I Bought my First Handgun Today and a Question

I Bought my First Handgun Today and a Question

This is a discussion on I Bought my First Handgun Today and a Question within the Defensive Carry Guns forums, part of the Defensive Carry Discussions category; I live in Northern VA and I went to the gun show in Chantilly today to pick up my first handgun. I bought a Springfield ...

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Thread: I Bought my First Handgun Today and a Question

  1. #1
    Member Array Nova's Avatar
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    I Bought my First Handgun Today and a Question

    I live in Northern VA and I went to the gun show in Chantilly today to pick up my first handgun.

    I bought a Springfield XD45 full size. Picked up a very inconspicuous OWB leather holster that is custom made for the XD45.

    My main question is:

    How much ammunition should I buy? I picked up 75 rounds of hollow point Federal Hydra-Shocks for self defense purposes - I don't plan on shooting them at the range. I also grabbed 300 rounds of PMC FMJs.

    I went to the range today and popped off 75 of the FMJ rounds today. My suspicion is that these FMJs will not hold me though. How many rounds should I have available at any given time?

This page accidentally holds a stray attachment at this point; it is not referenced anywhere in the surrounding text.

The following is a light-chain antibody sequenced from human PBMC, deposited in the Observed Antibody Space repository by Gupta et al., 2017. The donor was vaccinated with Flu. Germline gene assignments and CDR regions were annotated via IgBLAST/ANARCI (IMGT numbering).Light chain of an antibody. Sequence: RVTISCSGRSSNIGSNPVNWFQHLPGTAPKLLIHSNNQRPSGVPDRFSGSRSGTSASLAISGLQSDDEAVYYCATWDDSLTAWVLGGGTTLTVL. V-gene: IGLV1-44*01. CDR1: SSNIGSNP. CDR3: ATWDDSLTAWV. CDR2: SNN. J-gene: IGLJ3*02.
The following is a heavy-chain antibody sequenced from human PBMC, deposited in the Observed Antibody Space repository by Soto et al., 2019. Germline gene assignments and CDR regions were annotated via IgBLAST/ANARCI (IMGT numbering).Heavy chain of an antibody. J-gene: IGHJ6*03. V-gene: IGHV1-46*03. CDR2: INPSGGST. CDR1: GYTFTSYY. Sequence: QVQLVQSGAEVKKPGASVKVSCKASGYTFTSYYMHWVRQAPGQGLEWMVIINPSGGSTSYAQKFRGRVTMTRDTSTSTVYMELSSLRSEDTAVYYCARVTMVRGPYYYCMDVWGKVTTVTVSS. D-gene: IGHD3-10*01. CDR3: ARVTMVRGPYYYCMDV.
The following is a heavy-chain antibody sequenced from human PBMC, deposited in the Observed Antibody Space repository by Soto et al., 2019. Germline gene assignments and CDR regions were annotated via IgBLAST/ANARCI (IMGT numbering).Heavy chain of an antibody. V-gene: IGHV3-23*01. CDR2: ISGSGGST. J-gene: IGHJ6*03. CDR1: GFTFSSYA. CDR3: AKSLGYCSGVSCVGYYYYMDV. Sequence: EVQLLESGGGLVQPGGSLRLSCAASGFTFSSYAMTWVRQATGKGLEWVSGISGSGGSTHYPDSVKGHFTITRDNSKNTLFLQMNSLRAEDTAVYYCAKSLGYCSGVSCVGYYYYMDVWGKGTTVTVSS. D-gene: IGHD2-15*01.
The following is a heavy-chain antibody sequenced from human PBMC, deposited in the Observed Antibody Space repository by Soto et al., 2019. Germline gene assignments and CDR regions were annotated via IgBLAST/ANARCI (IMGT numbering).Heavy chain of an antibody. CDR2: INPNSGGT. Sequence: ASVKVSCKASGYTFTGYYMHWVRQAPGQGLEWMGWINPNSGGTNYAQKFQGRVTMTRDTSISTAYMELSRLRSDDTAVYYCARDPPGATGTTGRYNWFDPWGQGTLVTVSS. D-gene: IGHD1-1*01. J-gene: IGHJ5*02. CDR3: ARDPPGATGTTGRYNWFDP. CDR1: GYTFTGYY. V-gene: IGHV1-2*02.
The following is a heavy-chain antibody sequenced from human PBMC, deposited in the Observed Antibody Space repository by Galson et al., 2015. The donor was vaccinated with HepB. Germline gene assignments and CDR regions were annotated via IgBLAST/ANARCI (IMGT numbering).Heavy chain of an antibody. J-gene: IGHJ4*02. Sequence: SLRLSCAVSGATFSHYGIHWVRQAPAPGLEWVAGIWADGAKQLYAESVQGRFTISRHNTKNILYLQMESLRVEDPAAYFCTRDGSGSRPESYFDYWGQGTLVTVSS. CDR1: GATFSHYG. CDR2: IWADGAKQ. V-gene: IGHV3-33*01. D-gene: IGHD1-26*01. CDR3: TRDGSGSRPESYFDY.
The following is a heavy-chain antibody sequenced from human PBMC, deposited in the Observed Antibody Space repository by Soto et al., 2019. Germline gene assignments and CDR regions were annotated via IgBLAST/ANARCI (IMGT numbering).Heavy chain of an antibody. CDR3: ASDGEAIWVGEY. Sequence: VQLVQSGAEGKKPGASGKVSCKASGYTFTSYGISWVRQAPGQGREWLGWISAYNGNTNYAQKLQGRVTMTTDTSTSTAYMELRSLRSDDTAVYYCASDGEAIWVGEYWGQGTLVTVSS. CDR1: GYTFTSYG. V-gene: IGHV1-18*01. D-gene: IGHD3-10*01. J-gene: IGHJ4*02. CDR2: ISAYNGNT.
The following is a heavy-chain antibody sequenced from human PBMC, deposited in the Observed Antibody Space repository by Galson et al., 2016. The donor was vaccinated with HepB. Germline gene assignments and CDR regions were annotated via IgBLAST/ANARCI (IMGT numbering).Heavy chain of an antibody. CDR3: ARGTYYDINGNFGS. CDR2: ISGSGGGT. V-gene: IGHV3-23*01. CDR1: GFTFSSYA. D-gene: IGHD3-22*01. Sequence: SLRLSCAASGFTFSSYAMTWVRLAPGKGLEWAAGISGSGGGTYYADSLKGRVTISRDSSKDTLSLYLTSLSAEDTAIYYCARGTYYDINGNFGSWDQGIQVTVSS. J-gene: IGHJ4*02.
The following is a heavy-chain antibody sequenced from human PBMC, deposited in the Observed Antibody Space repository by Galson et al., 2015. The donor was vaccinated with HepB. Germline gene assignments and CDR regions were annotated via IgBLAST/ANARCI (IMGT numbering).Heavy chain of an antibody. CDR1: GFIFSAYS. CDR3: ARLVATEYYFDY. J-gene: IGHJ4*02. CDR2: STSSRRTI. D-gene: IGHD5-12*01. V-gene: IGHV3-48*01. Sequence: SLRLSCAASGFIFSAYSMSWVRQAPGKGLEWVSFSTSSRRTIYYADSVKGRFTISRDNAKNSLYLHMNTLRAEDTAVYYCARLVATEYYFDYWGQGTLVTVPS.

The gun worked perfectly at the range and I'm very happy with it. The safety features are excellent: grip safety, double trigger, round in the chamber indicator, cocked slide indicator. A lot more than the Glock, which is the main reason I got it.

    One of my goals is to become very proficient with it. How do you get to the point where you can shoot off a lot of rounds quickly and accurately?


  2. #2
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    Asking how much ammo should I buy, is kind of like asking a rural mechanic, 'somewhere in Egypt', "How much is that car repair going to cost me?" (His answer will be, "How much you got?")
    OMO

    How much ammo? How much extra cash do you have?
    Ammo has probably increased 50% in the last 18-24 months...and it's not getting any cheaper.
    If you are planning on taking a SD pistol course (and you should eventually get into one), you'll need approximately 500-1000 rounds over 2-4 days.

    Stay armed...plan ahead...stay safe!
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  3. #3
    jfl